4 Suggestions to Improve Paid Parking Video

Imagine my surprise when I read the Daily News and learned about a PortMedia-aired educational video starring city officials explaining the operation of parking meters.

The back story from the newspaper is people don’t understand how to insert money and affix the receipt to the driver’s side window, sparking NRA Commissioner James Shanley to entrepreneurially create a video about the payment process.

Here is the video:

Can’t see it? View it here on blip.tv.

My suggestions for improvement:

First: The article said the video was on the city’s website — but how many people visit the city’s website when wanting to know how a meter works?

Wouldn’t it make more sense to have a 30-second video at the parking kiosks themselves? Can the meters be outfitted with a video screen?

The video is also not linked on the home page but you have to click where it mentions paid parking and then scroll to the bottom of the page. This is an ineffective user design.

Second: The video is not hosted on YouTube to enable social sharing and comments, but is hosted on blip.tv. There is nothing wrong per se with blip.tv but it’s not YouTube. Why not put the video where more people are searching for keywords and where people can leave comments?

Third: Am I alone thinking the narration, provided by planning department project manager Geordie Vining, is too monotonic? It’s clear he’s reading from a script but there is no emotion to the voice.

“It is boring,” replied a few people when I sent them the video link. Is this the intended response?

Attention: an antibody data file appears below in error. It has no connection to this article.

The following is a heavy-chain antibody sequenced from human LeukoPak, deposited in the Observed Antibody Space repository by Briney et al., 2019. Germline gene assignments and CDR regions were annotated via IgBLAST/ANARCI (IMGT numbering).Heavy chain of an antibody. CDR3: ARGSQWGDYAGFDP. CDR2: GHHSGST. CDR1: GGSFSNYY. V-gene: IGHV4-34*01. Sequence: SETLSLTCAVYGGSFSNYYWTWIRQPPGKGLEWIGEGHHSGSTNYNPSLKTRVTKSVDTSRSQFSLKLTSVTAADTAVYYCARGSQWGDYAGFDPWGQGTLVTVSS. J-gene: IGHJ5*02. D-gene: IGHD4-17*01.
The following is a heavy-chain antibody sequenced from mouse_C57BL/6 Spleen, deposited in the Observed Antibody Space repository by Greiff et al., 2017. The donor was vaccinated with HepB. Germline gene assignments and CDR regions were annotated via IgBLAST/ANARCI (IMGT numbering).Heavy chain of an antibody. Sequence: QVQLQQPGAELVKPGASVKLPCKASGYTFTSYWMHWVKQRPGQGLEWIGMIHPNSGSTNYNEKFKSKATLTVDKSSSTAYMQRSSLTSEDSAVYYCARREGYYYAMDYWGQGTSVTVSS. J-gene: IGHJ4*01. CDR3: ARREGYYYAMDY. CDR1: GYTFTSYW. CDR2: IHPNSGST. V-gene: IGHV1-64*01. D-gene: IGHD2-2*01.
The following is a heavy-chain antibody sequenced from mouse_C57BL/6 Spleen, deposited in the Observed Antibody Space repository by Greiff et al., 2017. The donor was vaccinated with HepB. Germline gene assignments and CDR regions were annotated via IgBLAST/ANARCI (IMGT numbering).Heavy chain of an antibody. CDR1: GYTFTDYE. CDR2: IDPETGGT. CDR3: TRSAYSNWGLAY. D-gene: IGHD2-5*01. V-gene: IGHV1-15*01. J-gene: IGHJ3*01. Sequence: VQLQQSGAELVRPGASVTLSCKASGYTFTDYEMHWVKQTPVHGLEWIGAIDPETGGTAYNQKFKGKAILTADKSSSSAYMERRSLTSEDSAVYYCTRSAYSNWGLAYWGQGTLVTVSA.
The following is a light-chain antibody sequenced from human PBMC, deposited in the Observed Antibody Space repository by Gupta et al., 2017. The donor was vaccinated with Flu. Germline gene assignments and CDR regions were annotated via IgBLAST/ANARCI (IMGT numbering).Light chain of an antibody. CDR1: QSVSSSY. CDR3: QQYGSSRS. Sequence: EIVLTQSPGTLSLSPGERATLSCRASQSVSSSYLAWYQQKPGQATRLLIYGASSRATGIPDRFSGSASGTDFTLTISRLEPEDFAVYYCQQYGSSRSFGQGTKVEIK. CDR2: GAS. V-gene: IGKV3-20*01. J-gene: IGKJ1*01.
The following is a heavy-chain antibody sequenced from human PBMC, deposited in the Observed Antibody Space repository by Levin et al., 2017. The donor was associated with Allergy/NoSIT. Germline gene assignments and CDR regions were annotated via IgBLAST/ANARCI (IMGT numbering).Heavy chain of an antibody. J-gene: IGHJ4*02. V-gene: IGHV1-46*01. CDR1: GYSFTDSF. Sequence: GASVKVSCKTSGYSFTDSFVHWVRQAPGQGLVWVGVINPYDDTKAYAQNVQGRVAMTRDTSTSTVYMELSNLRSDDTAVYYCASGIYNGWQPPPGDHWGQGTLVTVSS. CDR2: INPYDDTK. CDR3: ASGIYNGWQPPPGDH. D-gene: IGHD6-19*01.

Fourth: I applaud reading a script but it doesn’t need to be read behind the scenes. Why can’t the show and tell occur in the same frame? Rather than have one person narrate and someone else act, can’t the same person do both in real-time?

By way of analogy, take a look at two parking meter educational videos. The first is from Asbury Park, New Jersey; and the second from Philadelphia.

Video Analogy 1: Video by Asbury Park Mark, a local realtor:

This is how I envisioned the video when I read the Daily News article. I expected someone to be located outside, beside a meter, explaining how it works. I expected the same person to show and tell.

Video Analogy 2: Video by Philadelphia’s tourism bureau:

This is very cheesy but the narration is more captivating. It’s fun!

But these are my thoughts, Newburyport. What are yours?

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  1. Peter Fitzsimmons says

    I’ve been trained over many years to just drop the ticket on my dashboard, driver side. Is there a reason for gluing it to the window and do you get a ticket if you skip the glue and just place it on the dash board as shown in the Philadelphia video?
    Peter Fitzsimmons

    • Ari Herzog says

      Doubtful you’ll be penalized for placing it on your dash and not the window, but the enforcement officers are trained to look at the windows so they can drive/walk by and see everything in the same fashion rather than navigate around the cars to see where/if they are located.

  2. says